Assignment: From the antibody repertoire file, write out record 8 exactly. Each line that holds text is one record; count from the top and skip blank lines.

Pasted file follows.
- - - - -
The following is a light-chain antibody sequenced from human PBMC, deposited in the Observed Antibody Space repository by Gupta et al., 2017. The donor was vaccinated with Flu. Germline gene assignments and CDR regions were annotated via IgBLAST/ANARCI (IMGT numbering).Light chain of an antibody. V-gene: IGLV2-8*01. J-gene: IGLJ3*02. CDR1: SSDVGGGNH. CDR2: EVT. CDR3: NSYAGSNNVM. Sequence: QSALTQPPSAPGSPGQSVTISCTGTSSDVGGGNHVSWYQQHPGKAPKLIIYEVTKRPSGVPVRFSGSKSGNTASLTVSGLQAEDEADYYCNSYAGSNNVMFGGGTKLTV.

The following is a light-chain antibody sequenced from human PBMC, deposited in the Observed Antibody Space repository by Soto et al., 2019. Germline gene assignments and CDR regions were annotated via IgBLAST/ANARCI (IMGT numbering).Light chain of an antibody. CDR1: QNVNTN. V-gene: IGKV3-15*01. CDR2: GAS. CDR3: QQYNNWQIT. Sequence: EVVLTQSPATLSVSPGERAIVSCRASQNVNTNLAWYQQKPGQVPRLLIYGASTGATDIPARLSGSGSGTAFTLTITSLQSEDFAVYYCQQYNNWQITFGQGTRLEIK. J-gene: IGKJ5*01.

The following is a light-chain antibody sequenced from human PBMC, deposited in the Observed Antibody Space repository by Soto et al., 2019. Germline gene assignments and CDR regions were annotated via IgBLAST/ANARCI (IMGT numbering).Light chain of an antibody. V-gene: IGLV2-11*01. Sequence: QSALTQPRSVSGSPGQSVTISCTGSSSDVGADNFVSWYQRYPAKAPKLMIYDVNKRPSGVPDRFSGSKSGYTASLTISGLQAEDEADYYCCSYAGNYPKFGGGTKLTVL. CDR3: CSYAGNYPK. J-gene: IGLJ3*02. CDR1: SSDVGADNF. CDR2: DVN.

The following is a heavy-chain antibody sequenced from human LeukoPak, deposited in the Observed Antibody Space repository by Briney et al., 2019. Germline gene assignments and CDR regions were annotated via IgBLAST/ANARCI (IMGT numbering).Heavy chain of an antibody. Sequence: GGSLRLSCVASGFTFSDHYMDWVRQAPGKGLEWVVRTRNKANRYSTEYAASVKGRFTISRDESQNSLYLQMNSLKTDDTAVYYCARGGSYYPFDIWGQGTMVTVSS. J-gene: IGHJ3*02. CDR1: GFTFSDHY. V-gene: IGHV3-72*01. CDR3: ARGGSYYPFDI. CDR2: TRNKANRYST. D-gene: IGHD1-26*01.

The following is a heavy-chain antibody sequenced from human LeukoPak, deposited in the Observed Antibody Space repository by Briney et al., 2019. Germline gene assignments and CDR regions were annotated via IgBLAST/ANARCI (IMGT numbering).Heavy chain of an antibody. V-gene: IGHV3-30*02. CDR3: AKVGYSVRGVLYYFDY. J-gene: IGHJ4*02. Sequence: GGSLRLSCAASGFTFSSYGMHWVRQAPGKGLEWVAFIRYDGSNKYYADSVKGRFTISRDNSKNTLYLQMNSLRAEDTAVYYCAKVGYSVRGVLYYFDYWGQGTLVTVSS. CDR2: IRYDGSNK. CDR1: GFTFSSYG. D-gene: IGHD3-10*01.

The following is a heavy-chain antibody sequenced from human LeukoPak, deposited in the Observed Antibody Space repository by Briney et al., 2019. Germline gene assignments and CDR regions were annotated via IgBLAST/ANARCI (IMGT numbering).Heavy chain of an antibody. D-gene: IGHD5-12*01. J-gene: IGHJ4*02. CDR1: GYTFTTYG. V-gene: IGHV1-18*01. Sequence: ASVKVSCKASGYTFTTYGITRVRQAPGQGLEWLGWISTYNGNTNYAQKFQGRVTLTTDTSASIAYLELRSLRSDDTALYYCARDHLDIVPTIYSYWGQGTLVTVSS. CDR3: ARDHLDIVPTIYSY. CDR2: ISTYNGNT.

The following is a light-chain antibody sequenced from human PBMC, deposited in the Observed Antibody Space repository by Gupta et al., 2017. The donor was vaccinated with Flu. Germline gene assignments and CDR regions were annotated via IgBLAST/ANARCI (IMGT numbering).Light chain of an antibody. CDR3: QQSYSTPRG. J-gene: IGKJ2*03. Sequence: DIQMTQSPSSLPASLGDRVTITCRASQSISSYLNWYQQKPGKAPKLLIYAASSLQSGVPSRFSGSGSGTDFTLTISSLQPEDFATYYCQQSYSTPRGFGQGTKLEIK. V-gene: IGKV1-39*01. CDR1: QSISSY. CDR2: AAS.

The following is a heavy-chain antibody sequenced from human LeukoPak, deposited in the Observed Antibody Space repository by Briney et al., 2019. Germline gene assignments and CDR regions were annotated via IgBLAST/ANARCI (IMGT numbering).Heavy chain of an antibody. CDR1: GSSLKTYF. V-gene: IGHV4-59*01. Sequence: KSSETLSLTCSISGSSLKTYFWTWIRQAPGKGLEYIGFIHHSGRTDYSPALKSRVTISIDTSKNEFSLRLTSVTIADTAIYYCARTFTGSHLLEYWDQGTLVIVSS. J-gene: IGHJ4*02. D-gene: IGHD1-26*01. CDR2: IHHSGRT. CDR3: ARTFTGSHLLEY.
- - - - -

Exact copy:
The following is a heavy-chain antibody sequenced from human LeukoPak, deposited in the Observed Antibody Space repository by Briney et al., 2019. Germline gene assignments and CDR regions were annotated via IgBLAST/ANARCI (IMGT numbering).Heavy chain of an antibody. CDR1: GSSLKTYF. V-gene: IGHV4-59*01. Sequence: KSSETLSLTCSISGSSLKTYFWTWIRQAPGKGLEYIGFIHHSGRTDYSPALKSRVTISIDTSKNEFSLRLTSVTIADTAIYYCARTFTGSHLLEYWDQGTLVIVSS. J-gene: IGHJ4*02. D-gene: IGHD1-26*01. CDR2: IHHSGRT. CDR3: ARTFTGSHLLEY.